This software tells you just how bad your smartphone photos are

Galaxy S6 photo
Happy with this?

Ready to share your latest photo masterpiece on Instagram? Are you sure? Is your plate of food/national landmark/smiling face really in the best possible spot in the frame?

In the near future you might not have to worry about it: researchers at Pennsylvania State University in the US have developed an algorithm that judges the composition of your snaps for you.

The software looks at the way you've arranged the various elements in your picture and gives appropriate feedback. It can also show you examples of other snaps with "high aesthetic value".

Bad photos begone

"If you think about aesthetics, everything is about composition," said Professor James Wang, one of the team working on the project. "You can look into colours, or textures, or shapes, but, if you boil it down, you eventually have to consider all of these elements as part of composition."

You might not like an app telling you your latest series of mobile photos are terrible, but think of the difference it could make to the quality of your Facebook feed.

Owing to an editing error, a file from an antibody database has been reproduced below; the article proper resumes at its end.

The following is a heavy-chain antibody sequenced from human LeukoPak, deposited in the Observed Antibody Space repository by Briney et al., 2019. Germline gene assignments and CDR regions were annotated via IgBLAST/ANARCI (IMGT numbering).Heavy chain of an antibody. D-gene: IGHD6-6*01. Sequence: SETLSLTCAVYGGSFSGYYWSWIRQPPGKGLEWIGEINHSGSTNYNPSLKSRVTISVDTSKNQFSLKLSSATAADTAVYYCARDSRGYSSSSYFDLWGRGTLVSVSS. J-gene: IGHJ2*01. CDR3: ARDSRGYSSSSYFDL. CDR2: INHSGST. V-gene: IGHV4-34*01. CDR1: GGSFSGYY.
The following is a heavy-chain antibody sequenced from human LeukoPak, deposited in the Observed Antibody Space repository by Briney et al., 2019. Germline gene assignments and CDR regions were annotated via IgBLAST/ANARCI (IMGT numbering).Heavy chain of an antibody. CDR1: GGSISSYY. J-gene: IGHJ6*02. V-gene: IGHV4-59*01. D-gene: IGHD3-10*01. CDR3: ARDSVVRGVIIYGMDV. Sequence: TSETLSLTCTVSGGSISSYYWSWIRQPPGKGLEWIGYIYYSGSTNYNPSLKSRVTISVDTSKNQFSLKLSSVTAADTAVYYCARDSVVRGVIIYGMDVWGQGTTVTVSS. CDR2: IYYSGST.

The algorithm is based on a large batch of pictures tagged and assessed by graduate students at Penn State, who looked for common traits shared by the best pictures.

Right now the software is too powerful to install on a smartphone, but it can be installed on a server and accessed by a phone. As handsets become more powerful, the hope is that one day this will make for a nifty little app.

David Nield
Freelance Contributor

Dave is a freelance tech journalist who has been writing about gadgets, apps and the web for more than two decades. Based out of Stockport, England, on TechRadar you'll find him covering news, features and reviews, particularly for phones, tablets and wearables. Working to ensure our breaking news coverage is the best in the business over weekends, David also has bylines at Gizmodo, T3, PopSci and a few other places besides, as well as being many years editing the likes of PC Explorer and The Hardware Handbook.